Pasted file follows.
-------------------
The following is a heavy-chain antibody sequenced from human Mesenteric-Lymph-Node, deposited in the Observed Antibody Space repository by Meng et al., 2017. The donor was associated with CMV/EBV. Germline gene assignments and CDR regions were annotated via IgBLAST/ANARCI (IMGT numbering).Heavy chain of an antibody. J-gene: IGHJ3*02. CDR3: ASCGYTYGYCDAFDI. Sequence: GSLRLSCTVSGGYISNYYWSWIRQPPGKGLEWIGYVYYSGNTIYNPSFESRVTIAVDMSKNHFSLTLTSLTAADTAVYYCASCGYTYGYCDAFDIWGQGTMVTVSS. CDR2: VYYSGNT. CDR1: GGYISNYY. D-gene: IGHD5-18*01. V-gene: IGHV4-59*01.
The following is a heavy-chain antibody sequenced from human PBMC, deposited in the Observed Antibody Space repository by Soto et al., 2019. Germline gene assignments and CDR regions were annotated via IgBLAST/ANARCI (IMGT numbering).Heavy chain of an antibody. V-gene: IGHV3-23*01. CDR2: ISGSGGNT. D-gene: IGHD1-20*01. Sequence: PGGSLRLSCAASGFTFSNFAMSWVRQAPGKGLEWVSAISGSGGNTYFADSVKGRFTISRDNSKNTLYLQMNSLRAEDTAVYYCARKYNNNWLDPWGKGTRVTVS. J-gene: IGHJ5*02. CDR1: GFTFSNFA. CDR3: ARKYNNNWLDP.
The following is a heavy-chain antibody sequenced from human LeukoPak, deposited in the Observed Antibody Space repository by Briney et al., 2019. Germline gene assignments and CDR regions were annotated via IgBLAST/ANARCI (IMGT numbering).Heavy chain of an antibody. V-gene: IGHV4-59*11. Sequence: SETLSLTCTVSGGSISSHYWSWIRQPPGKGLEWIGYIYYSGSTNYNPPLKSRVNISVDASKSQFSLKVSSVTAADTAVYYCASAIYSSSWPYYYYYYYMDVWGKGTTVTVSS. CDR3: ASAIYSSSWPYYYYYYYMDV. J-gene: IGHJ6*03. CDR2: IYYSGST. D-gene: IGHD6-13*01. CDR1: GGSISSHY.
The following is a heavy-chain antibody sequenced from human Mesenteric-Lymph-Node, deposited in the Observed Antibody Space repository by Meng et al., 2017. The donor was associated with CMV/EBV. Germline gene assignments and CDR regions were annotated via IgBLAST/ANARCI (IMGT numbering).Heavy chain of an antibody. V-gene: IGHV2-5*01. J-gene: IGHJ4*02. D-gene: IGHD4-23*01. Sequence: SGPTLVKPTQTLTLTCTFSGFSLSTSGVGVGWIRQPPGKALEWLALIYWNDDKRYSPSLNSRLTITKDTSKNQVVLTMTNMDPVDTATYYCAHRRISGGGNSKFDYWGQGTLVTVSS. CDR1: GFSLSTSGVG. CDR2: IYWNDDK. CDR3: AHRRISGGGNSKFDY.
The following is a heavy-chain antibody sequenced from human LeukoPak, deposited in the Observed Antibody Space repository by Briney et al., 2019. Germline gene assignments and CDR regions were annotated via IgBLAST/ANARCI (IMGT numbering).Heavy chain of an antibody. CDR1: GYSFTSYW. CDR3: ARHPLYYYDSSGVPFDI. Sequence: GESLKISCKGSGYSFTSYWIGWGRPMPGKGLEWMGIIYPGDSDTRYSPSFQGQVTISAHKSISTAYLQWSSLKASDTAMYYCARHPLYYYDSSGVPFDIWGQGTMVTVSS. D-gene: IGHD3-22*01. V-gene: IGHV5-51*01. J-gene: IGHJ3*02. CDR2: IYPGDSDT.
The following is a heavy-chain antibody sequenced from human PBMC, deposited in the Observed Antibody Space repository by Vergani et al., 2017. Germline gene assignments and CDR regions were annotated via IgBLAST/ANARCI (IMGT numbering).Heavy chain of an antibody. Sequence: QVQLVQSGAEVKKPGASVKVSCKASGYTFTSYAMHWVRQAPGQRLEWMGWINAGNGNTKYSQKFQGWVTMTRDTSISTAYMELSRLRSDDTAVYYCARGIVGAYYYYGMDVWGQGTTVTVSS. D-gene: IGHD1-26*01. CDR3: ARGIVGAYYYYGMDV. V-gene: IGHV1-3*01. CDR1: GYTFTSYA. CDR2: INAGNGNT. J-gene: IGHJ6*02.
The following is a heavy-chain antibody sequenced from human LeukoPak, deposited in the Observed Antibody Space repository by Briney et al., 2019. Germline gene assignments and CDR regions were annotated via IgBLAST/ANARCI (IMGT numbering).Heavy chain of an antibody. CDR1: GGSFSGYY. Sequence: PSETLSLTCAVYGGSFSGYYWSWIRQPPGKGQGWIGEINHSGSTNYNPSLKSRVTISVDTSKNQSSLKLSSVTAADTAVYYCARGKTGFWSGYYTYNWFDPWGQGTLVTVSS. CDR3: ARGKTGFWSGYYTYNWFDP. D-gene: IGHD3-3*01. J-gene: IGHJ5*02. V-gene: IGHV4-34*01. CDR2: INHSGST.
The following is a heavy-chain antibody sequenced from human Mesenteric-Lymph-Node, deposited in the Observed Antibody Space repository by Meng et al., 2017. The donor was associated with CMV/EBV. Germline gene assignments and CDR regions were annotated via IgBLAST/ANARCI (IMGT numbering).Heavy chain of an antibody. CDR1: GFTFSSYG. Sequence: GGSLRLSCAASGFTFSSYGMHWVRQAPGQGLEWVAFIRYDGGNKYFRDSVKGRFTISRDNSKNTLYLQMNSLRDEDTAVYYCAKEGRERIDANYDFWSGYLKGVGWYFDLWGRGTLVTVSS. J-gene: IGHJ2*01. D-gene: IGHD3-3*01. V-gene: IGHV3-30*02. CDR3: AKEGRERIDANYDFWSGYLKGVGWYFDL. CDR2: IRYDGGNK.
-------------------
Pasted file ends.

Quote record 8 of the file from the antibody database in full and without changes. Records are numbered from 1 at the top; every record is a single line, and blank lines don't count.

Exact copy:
The following is a heavy-chain antibody sequenced from human Mesenteric-Lymph-Node, deposited in the Observed Antibody Space repository by Meng et al., 2017. The donor was associated with CMV/EBV. Germline gene assignments and CDR regions were annotated via IgBLAST/ANARCI (IMGT numbering).Heavy chain of an antibody. CDR1: GFTFSSYG. Sequence: GGSLRLSCAASGFTFSSYGMHWVRQAPGQGLEWVAFIRYDGGNKYFRDSVKGRFTISRDNSKNTLYLQMNSLRDEDTAVYYCAKEGRERIDANYDFWSGYLKGVGWYFDLWGRGTLVTVSS. J-gene: IGHJ2*01. D-gene: IGHD3-3*01. V-gene: IGHV3-30*02. CDR3: AKEGRERIDANYDFWSGYLKGVGWYFDL. CDR2: IRYDGGNK.